Amid allegations of voter fraud in last week’s elections, Boris Johnson’s government will reportedly roll out a series of electoral reforms, including requiring voter ID, in the Queen’s Speech on Tuesday.
The Queen’s Speech, which outlines the government’s legislative priorities for the year, will reportedly include mandated voter ID for general elections as well as limits on the number of postal (mail-in) ballots individuals can collect on the behalf of voters, according to The Guardian.
The recently re-elected Mayor of London, Sadiq Khan came out against the proposed reforms on Monday, telling LBC Radio: “Boris Johnson is borrowing policies from the U.S. It’s a backwards step.”
Other Labour Party politicians also criticised the move as racist, including Nadia Whithome MP who said: “Requiring photo ID to vote when 1 in 4 don’t have it will stop people from voting. But that’s the point. Because this isn’t about stopping voter fraud — it’s about disenfranchising the young, the poor, and people of colour. People less likely to vote Tory.”
Contrary to leftist MPs’ claims, however, a series of ten “voter ID pilots” were carried out by the government throughout England during the 2019 May elections and less than one per cent of voters were turned away for not having proper identification.
Voter ID is already required in Northern Ireland, and in many European countries.
Meanwhile, Thames Valley Police announced an investigation late last month into “multiple” accounts of alleged postal voting fraud in the London suburb of Totteridge ahead of the May 6th election:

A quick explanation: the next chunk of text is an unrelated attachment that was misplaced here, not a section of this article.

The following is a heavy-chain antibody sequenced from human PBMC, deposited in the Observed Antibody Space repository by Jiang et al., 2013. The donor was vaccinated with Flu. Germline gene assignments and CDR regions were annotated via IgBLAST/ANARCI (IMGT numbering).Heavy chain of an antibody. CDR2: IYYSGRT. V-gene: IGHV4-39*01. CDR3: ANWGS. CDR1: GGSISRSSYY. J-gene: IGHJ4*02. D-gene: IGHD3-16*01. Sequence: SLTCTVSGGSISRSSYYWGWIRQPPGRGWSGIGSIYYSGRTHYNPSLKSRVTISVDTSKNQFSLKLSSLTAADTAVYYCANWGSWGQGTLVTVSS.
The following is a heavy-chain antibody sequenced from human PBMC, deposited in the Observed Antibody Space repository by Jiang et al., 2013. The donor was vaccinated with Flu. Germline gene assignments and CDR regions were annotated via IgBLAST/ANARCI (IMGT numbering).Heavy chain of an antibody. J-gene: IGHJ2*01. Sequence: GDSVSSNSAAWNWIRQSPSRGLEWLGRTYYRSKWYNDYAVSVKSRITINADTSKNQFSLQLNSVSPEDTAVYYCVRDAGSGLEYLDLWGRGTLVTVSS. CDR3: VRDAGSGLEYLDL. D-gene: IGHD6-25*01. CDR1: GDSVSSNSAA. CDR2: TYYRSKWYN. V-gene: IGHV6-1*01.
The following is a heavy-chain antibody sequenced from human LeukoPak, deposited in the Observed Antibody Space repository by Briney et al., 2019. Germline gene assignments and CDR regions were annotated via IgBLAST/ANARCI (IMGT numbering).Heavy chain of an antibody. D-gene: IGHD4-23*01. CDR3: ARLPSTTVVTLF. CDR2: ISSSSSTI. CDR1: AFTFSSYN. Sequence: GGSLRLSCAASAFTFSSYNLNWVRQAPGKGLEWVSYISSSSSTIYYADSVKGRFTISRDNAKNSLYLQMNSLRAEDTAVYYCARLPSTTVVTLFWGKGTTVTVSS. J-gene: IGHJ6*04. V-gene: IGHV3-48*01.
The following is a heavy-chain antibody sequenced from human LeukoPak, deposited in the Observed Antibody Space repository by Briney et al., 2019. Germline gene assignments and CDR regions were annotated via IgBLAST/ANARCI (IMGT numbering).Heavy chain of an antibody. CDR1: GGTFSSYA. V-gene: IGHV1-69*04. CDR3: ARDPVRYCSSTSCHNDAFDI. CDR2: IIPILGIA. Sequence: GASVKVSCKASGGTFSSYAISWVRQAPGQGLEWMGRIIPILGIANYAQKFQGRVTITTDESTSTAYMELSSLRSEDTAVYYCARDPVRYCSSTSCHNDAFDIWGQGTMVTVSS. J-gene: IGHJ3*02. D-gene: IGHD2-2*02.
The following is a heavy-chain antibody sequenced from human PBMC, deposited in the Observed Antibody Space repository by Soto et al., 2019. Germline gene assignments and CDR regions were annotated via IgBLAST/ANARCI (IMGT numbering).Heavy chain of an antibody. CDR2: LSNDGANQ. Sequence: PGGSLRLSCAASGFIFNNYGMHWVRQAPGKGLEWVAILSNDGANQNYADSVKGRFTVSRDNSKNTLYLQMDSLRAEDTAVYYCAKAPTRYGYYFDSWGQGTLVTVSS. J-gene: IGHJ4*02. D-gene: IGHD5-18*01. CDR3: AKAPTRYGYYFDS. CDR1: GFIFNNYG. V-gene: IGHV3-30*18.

The police force has received tip-offs from the public of people going “door-to-door” in Totteridge to encourage people to use the postal vote (mail-in ballot) system, as well as actually collecting postal votes.
In a statement, the investigating officer Detective Constable Katie Taylor said: “It is paramount that we protect the integrity of the vote and we are taking these reports extremely seriously.”
“I’d also like to remind the public that you should never hand over your postal ballots to anyone. The ballot is for your vote and it is illegal for anyone to use your ballot for their vote,” DC Taylor added.
The police force confirmed that they are currently investigating the allegations of malfeasance and called upon witnesses to come forward.
“Anyone with information can contact Thames Valley Police by calling 101 or you can make a report online, quoting reference 4321077351,” Taylor said.
Mail-in voting was greatly expanded in Britain in 2001 by former Labour prime minister Tony Blair, garnering significant controversy following instances of voter fraud.
In a notable example, supporters of the United Kingdom’s first directly-elected Muslim mayor, Luftur Rahman, were accused in 2015 of “buying votes with public money, and committing postal vote fraud on an industrial scale.”
Allegations of potential wrongdoing in last week’s election have also been levied by members of the Reform UK party, including its leader, Richard Tice, who said: “We saw it last Thursday at [a] polling station in Tower Hamlets: person carrying [an] armful of postal votes into polling station… legal but open to corruption.”
“Perhaps [the] clue is in the name… if you need [a] postal vote, then post it, don’t let it be collected and filled in by others,” Tice suggested.
Reform’s deputy leader, Dr David Bull also shared footage which he alleged showed Labour Party activists campaigning at a polling station in Tower Hamlets, and that their behaviour was prohibited under election law.
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